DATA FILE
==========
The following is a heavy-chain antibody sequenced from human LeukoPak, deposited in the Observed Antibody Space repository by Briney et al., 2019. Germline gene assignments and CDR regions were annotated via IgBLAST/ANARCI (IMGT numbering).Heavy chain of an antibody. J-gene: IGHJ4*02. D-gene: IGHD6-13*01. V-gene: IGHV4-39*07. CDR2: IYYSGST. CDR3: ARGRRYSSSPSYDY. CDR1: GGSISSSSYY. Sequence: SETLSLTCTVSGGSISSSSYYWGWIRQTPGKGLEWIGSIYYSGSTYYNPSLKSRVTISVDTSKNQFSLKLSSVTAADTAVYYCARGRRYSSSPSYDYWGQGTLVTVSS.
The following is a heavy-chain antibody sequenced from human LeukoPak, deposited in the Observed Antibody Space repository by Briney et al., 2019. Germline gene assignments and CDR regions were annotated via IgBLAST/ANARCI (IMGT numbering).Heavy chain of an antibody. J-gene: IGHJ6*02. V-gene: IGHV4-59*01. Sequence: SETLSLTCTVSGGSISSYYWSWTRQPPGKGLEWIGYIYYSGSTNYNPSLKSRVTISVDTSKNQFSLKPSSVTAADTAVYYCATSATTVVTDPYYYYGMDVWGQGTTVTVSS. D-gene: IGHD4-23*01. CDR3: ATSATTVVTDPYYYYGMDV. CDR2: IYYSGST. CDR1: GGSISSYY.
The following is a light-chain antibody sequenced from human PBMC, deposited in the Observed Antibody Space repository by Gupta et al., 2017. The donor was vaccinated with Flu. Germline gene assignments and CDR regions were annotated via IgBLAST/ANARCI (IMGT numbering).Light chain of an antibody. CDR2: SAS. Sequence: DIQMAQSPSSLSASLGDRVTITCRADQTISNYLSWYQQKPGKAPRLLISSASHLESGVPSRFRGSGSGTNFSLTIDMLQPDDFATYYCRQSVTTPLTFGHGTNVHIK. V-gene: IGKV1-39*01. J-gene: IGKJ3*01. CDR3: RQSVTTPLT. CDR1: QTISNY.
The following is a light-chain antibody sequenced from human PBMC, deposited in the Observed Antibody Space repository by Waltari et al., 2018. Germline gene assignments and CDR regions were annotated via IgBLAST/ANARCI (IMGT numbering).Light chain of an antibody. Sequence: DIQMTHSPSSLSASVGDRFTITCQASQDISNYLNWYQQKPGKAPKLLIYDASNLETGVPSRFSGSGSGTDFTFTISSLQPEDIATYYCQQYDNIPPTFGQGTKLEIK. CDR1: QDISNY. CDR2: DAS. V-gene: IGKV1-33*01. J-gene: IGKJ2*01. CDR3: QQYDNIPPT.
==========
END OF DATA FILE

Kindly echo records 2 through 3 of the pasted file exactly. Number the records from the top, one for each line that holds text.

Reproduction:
The following is a heavy-chain antibody sequenced from human LeukoPak, deposited in the Observed Antibody Space repository by Briney et al., 2019. Germline gene assignments and CDR regions were annotated via IgBLAST/ANARCI (IMGT numbering).Heavy chain of an antibody. J-gene: IGHJ6*02. V-gene: IGHV4-59*01. Sequence: SETLSLTCTVSGGSISSYYWSWTRQPPGKGLEWIGYIYYSGSTNYNPSLKSRVTISVDTSKNQFSLKPSSVTAADTAVYYCATSATTVVTDPYYYYGMDVWGQGTTVTVSS. D-gene: IGHD4-23*01. CDR3: ATSATTVVTDPYYYYGMDV. CDR2: IYYSGST. CDR1: GGSISSYY.
The following is a light-chain antibody sequenced from human PBMC, deposited in the Observed Antibody Space repository by Gupta et al., 2017. The donor was vaccinated with Flu. Germline gene assignments and CDR regions were annotated via IgBLAST/ANARCI (IMGT numbering).Light chain of an antibody. CDR2: SAS. Sequence: DIQMAQSPSSLSASLGDRVTITCRADQTISNYLSWYQQKPGKAPRLLISSASHLESGVPSRFRGSGSGTNFSLTIDMLQPDDFATYYCRQSVTTPLTFGHGTNVHIK. V-gene: IGKV1-39*01. J-gene: IGKJ3*01. CDR3: RQSVTTPLT. CDR1: QTISNY.